Armed with newly minted building recertification requirements drafted following the collapse of Surfside’s Champlain Towers South, Highland Beach’s building department has begun notifying a handful of condominium associations and others of when they must file a detailed inspection report with the town.
Last month, Building Official Jeff Remas sent letters to six of the town’s oldest buildings informing them of the town’s new recertification ordinance and letting them know the due date — within 365 days from receipt of the letter — to file reports from specialized threshold inspectors and electrical engineers.
Under the carefully crafted ordinance adopted in November, buildings that are more than three stories or 50 feet in height are required to have a recertification inspection when the building reaches 25 years old.
Buildings that are 40 years old and older are required to be inspected every seven years and buildings that are more than 25 years old are required to be inspected every 10 years.
Two of the buildings that have already received notice of deadlines will have until January 2023 to file an inspection report, two others will have until February of that year and two more until March 2023.
Deadlines for the remaining 44 buildings requiring inspections will be staggered, with two associations a month needing to file reports on the identified deadline date.
“Our goal is to make sure property owners have adequate time to turn in their paperwork,” Remas said.
A little more than half of the 50 buildings are 40 years old or more.
Highland Beach’s ordinance put the responsibility for inspections on individual condominiums, requiring them to hire qualified inspectors who must complete the detailed report and file it with the town.
The report requirements will focus specifically on critical and major deficiencies impacting safety and will not address cosmetic issues.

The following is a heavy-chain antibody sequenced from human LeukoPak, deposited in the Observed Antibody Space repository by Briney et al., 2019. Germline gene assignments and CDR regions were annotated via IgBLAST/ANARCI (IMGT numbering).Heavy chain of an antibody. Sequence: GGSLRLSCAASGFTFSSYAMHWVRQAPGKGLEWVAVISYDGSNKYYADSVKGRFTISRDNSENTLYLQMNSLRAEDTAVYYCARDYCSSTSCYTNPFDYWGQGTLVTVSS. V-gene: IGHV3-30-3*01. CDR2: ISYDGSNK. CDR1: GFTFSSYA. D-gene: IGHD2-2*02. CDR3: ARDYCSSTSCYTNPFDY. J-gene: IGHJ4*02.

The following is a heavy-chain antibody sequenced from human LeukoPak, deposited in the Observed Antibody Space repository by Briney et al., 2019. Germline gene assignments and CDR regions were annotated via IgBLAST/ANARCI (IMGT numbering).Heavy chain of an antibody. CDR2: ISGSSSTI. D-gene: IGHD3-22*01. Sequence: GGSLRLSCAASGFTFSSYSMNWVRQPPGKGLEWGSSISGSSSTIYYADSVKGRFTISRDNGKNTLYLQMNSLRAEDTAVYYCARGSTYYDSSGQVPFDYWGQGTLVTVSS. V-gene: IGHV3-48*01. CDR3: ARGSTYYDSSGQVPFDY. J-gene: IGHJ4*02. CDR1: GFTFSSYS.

“Our ordinance makes for a safer community because the requirements are solely about safety,” Remas said.
The timing for when identified issues should be addressed will be determined by the inspectors.
“It is up to the engineers and inspectors to say if immediate attention is needed,” Remas told town commissioners during a meeting in October. “They are the ones who determine the condition of the building.”
While the town’s role will be largely administrative, the ordinance allows the building official to ensure that buildings meet the recommendations of the inspectors within the time line specified in the report.
“This requires them to follow through after the inspection,” Remas said, adding that failure to meet recommendations from inspectors was identified as an issue at Champlain Towers.
According to Highland Beach Town Manager Marshall Labadie, any violations, including failure to submit reports in a timely manner, will be handled through the town’s code enforcement process.
While all buildings will be given at least a year to file inspection reports, Remas says condominiums can file reports from recent inspections as long as all of the requirements are addressed.
In addition to his letter — which was sent by certified mail and hand-delivered — Remas has included a summary of the town’s recertification ordinance, listing some but not all of the requirements.
The letter also asks associations to encourage their engineers to register with the town as a certified threshold inspector in order to help Highland Beach develop a list that can be available to other buildings.
Remas said it is imperative that inspectors and engineers read the ordinance — available on the town’s website — and contact him with any questions.

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By Rich Pollack

For almost four decades, officers and managers of condos east of Federal Highway in Boca Raton and Highland Beach met regularly to share information and to listen to key speakers on topics that affect them all.
Now, with the collapse of Surfside’s 12-story Champlain Towers South in June still on the minds of many and with recertification regulations coming down the road in some communities, the Beach Condo Association of Boca Raton and Highland Beach is expanding to welcome representatives from condos in Delray Beach east of Federal Highway.
“Our organization is about community and this is about neighbors helping neighbors,” said Emily Gentile, the association’s president. “It’s about courtesy and kindness to our neighbors in Palm Beach County.”
The association meets for an hour and a half the third Tuesday of every month from October through April. It focuses on sharing information on topics that are common and of interest to most associations.